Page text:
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The Eighties

Extracts from this document...

Introduction

THE 80S ARE BACK Section 1 Fashion Fashion of the 1980s was dictated by the bold and glitzy; the aging baby-boom generation demanded a more glamorous, upmarket fashion. Fashion styles emerged as a rejection of the non-materialistic "hippie" views, which inspired the past decades, and promoted materialist ideals by flaunting wealth and social status. Various celebrities and media influences affected fashion trends throughout the 1980s. Madonna introduced risqu� trends, wearing underwear as outerwear, and many sported Michael Jackson's studded leather jacket look from the video-clip Thriller. Princess Diana frequently appeared on women magazines covers and all over the world, women copied Diana's ever-changing clothing and hair styles. The movie Flash dance popularised leg warmers and off-the-shoulder t-shirts. The wide-shouldered suits from the American soap opera Dynasty filtered into mainstream fashion, while the series Dallas promoted obvious displays of wealth with heavy, sparkling clothing. Equal pay had been awarded to women by the 1980s and women felt a greater sense of authority in the workplace, wearing power suits, masculine and wide-shouldered, asserting their equality with men. The 1980s placed an emphasis on flashy, expensive jewellery and clothing covered with sequins and diamantes. Accessories were often metallic and showy. The museum shows a range of specially-designed sportswear that emerged in a bid to meet the rising fitness trend. The comfort and convenience of gym wear provided great inspiration to mainstream fashion and sporting clothes were soon transformed into everyday fashion. Permed, curly and heavily-styled hair was all the rage in contrast to the long, straight, natural styles worn in the 1970s. Punk fashion, a non-conformist rebellious style, gained momentum throughout the 1980s. Inspired by the English band, Sex Pistols, punk fashion was loud, aggressive and designed to shock. ...read more.

Middle

Since the advent of television, America has been able to produce programs more cheaply than that of Australia's due to its large population, strong economy and booming entertainment industry. This led to a flooding of the domestic market by less expensive, imported content. Fast food chains were introduced into the Australian market, offering quick, affordable, takeaway food. This trend led to the introduction of microwave ovens for American-style pre-packaged goods and quickly became an established part of the diets of many Australians. American influences changed the type of foods consumed and the time people spent preparing food. Advances in communication technologies enabled wide-spread, frequent and up to date broadcasts of American sport in Australian homes. The uptake of basketball and baseball boomed as well as sports clothing and the use of high-tech sporting equipment that was developed in America. Australian sport also followed the American trend towards increased corporate involvement. Sporting matches featured American-style glitz and glamour, such as cheerleaders and mascots. Section 2 Fashion One third of Australia's population live in the country in farming and rural communities. Driza-Bone has developed high-quality fashion to suit this lifestyle and to withstand the harshness of the environment. The Driza-Bone ('dry as a bone') oilskin riding coat is to Australians what the Burberry trench coat is to the English: a symbol of heritage, values and culture. The coat is the traditional Australian stockman's coat. A new generation of street wear designers takes its inspiration from Australia's surf culture, graffiti and art and has created its own unique style. Internationally acclaimed Sydney designer Akira Isogawa, whose work is known for its impressive cross-cultural fusion, reflects the sophisticated, cosmopolitan and multicultural nature of Australian society. ...read more.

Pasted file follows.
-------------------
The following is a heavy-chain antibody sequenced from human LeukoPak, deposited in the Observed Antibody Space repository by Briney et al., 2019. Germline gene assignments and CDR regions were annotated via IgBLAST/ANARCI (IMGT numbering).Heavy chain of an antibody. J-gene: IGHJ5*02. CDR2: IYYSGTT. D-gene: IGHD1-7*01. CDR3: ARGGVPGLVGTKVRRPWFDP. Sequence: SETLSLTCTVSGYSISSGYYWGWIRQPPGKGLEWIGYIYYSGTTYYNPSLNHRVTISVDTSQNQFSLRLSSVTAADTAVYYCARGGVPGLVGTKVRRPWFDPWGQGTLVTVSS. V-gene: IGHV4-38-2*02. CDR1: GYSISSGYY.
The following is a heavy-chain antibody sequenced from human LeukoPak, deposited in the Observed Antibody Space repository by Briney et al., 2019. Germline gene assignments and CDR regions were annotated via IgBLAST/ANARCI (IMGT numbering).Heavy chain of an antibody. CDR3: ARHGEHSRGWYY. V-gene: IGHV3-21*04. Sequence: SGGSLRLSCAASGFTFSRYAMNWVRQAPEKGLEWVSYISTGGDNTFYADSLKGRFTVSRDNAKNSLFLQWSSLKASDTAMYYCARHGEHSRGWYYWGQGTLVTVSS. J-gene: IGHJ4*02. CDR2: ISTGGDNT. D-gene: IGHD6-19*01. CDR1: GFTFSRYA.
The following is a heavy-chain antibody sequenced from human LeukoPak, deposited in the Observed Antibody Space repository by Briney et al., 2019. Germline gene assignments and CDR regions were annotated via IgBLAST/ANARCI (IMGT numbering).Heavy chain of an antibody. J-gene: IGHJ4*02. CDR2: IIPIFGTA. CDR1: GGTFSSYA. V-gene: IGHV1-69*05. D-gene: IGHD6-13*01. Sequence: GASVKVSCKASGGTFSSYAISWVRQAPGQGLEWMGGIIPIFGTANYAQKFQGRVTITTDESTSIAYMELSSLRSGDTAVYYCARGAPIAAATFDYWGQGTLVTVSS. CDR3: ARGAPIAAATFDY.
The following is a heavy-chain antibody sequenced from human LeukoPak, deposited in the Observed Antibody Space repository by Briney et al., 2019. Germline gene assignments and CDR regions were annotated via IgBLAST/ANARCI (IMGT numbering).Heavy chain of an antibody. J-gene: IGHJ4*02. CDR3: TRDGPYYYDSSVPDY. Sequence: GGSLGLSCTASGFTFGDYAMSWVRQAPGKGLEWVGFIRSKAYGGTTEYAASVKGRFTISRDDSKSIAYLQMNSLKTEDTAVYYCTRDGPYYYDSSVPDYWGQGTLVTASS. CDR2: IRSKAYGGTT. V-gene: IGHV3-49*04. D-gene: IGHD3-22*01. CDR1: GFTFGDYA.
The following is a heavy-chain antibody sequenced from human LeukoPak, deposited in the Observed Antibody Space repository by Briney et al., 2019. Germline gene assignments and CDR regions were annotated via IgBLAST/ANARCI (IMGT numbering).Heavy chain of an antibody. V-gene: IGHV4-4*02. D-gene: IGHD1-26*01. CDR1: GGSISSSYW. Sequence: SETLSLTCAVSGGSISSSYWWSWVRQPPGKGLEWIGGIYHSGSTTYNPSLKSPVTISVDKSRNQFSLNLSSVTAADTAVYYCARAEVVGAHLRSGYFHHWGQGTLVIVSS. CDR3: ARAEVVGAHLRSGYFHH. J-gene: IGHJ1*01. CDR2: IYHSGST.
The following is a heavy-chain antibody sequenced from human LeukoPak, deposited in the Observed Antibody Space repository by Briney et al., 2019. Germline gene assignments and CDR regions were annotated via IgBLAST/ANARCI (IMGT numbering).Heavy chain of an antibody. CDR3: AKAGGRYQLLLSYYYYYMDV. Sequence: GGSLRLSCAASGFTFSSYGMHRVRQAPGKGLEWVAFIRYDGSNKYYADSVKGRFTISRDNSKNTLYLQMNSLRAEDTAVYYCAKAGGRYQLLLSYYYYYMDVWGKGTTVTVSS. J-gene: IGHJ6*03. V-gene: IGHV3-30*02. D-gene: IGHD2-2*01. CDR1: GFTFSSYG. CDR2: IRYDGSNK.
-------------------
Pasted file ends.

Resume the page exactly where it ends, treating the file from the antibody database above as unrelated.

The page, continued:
Conclusion

Most of the fashion designers we see setting our trends have gotten their inspiration from the older eras but bring them up to date, into fashion. Many trends of the 1980s started off as a fashion statement to be something different and something more eccentric, in order to stand out from the crowd. These trends have been modernised, been made to look more chic and wearable for the everyday user, yet also for the couture haute and items that were wearable for everyone on the catwalk. It is because of the 1980s that Australians today have the choice to express themselves in the way they dress. Exhibition Dress Many present clothes state boldness, whether it'd be neon pink leg warmers or checked dresses, a style that was inspired by the 80s. The 80s were a chance to be brave with fashion and people created the quirkiness and trendiness that we currently see in our catwalks which are depicted into our streets and modern fashion industry. Before the 2000's, the 1980's were the only decade where mixing black and blue was somewhat acceptable; it is no longer a fashion faux pas. Rising hemlines were also an influence from the 1980s, a rebellion against previous stuffier styles. Many sub-cultures today would not exist without the influence of designers like Vivien Westwood. Not every era can find its way into history, while only those eras that have really changed our life value can. We commonly speak about past and the present. Every person wants to know about the present and future but hardly anybody speaks about the importance of past. We must remember that present cannot exist in absence of the past. We can only truly understand what the present is if we understand our past. The 1980s is an era of strong significance in the modern history of Australia. ...read more.

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